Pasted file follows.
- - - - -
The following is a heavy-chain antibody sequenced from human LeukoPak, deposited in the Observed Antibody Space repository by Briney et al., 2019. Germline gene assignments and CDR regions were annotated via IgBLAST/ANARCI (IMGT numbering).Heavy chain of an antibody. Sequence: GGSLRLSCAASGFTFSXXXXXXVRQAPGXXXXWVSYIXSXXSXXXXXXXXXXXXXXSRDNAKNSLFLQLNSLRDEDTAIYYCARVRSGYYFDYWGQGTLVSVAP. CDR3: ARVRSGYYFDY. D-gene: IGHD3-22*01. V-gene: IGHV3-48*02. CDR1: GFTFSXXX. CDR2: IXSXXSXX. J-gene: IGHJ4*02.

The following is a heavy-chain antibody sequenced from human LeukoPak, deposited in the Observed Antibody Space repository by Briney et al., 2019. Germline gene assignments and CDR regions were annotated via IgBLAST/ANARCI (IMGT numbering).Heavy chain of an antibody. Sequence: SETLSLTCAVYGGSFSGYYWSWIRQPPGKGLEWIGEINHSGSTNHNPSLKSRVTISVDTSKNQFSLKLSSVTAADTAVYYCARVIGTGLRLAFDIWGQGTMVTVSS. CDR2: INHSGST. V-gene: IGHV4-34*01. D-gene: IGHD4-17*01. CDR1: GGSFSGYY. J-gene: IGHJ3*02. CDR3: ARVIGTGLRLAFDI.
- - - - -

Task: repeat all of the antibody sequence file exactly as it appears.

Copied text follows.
The following is a heavy-chain antibody sequenced from human LeukoPak, deposited in the Observed Antibody Space repository by Briney et al., 2019. Germline gene assignments and CDR regions were annotated via IgBLAST/ANARCI (IMGT numbering).Heavy chain of an antibody. Sequence: GGSLRLSCAASGFTFSXXXXXXVRQAPGXXXXWVSYIXSXXSXXXXXXXXXXXXXXSRDNAKNSLFLQLNSLRDEDTAIYYCARVRSGYYFDYWGQGTLVSVAP. CDR3: ARVRSGYYFDY. D-gene: IGHD3-22*01. V-gene: IGHV3-48*02. CDR1: GFTFSXXX. CDR2: IXSXXSXX. J-gene: IGHJ4*02.

The following is a heavy-chain antibody sequenced from human LeukoPak, deposited in the Observed Antibody Space repository by Briney et al., 2019. Germline gene assignments and CDR regions were annotated via IgBLAST/ANARCI (IMGT numbering).Heavy chain of an antibody. Sequence: SETLSLTCAVYGGSFSGYYWSWIRQPPGKGLEWIGEINHSGSTNHNPSLKSRVTISVDTSKNQFSLKLSSVTAADTAVYYCARVIGTGLRLAFDIWGQGTMVTVSS. CDR2: INHSGST. V-gene: IGHV4-34*01. D-gene: IGHD4-17*01. CDR1: GGSFSGYY. J-gene: IGHJ3*02. CDR3: ARVIGTGLRLAFDI.